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Why parents often don’t share information about their assets

Ilyce Glink and Samuel J. Tamkin, Tribune Content Agency on

As Baby Boomers and their parents age, we’re receiving more questions about how to manage their housing and their inheritances. We’ll continue to publish these questions, comments and our responses, and encourage you to keep sending them our way.

Reader comment: Maybe there was more information from your correspondent being blindsided by his sister setting up a trust without including him, but your answer indicates you assume the mom has good reason to do so. Here’s a quick synopsis of my story:

Ten years ago, I learned my brother had exploited my parents out of hundreds of thousands of dollars. When I confronted him about this — asking questions about his reasons — he commenced a years-long campaign to convince my mother that I was mean to him and aggravating a health condition of his. His wife, who I barely know, joined forces with him, which really convinced my mother I was no good.

Neither of us live near our mother, but over these years, I have been the one to always go when she needed extra help for medical issues, including many surgeries and emergencies. I do every holiday with her. He sees her generally three times a year on New Year’s Eve, on her birthday and for a vacation at the lake where she used to rent a cabin.

I tried to get my mother to go to joint therapy and have repeatedly suggested mediation to iron out things, but have instead watched a slow erosion of my place in the family.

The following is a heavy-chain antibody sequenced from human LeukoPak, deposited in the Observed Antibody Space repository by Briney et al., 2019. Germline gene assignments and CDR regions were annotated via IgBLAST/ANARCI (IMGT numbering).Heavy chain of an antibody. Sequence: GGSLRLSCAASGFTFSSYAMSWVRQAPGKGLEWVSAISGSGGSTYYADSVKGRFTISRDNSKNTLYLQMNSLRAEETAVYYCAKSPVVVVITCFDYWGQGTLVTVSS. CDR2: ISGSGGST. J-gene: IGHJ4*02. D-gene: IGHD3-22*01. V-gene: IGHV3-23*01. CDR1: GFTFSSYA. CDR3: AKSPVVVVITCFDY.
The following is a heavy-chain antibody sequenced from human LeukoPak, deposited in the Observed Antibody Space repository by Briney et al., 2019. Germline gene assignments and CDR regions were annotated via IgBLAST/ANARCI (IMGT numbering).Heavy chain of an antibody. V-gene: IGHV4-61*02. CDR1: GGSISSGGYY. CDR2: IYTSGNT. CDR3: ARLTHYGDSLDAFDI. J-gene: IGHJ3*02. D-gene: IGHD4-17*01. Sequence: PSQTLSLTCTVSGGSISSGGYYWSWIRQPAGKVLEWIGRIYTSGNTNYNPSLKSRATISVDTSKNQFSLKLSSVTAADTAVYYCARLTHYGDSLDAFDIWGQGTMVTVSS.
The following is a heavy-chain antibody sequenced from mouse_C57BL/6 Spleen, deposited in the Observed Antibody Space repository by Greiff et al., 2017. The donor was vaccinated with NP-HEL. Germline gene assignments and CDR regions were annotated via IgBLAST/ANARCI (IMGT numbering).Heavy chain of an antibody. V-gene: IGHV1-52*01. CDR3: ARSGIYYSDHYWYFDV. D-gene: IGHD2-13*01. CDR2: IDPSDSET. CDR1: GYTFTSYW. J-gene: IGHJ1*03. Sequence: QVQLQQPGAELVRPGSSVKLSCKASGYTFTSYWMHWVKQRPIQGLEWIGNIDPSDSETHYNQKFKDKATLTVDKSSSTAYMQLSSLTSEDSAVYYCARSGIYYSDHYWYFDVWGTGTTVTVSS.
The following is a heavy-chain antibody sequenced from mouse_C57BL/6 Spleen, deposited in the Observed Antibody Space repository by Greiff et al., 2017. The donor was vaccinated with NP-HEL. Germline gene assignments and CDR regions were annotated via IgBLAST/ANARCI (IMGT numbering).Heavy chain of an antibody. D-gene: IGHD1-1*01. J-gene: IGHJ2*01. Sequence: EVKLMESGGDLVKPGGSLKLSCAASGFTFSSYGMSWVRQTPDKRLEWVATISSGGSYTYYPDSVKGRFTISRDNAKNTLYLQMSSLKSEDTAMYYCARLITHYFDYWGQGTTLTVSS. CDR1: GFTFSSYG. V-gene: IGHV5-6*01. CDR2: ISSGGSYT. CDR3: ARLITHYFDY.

I started out as the executor of her estate with powers of attorney for financial matters and health care, and my brother was alternate. Now there has been a series of four or five wills that eroded this. Apparently, my brother and his wife have taken over all these powers and appear to be creating a trust that is secret from me. If my mother were to pass away today, it appears that each of my children would get one-sixth of her estate and my brother and his wife (they have no children) would get two-thirds with nothing for me. I have only learned this by occasionally snooping.


I’ve talked to an adult protective services worker who said they see this sort of exploitation frequently, but that it is very hard to prove anything and put in place protections for an older person. I am talking to an attorney now who specializes in these cases and said it is typical for one child to be able to manipulate the parent and turn her and/or him against the sibling.

Unfortunately, my father, who would never have gone along with this, passed away before I learned that my brother has essentially taken my mother’s money. It is very hard to prove undue influence, and clear incompetence is also not necessarily a factor easy to demonstrate.

Rather than assuming the left-out child deserves it, it might be nice to encourage parents to be open with their children about their plans and be willing to listen to all children’s concerns. Our family will never again be whole — and it was so unnecessary.

Thanks for considering another viewpoint.


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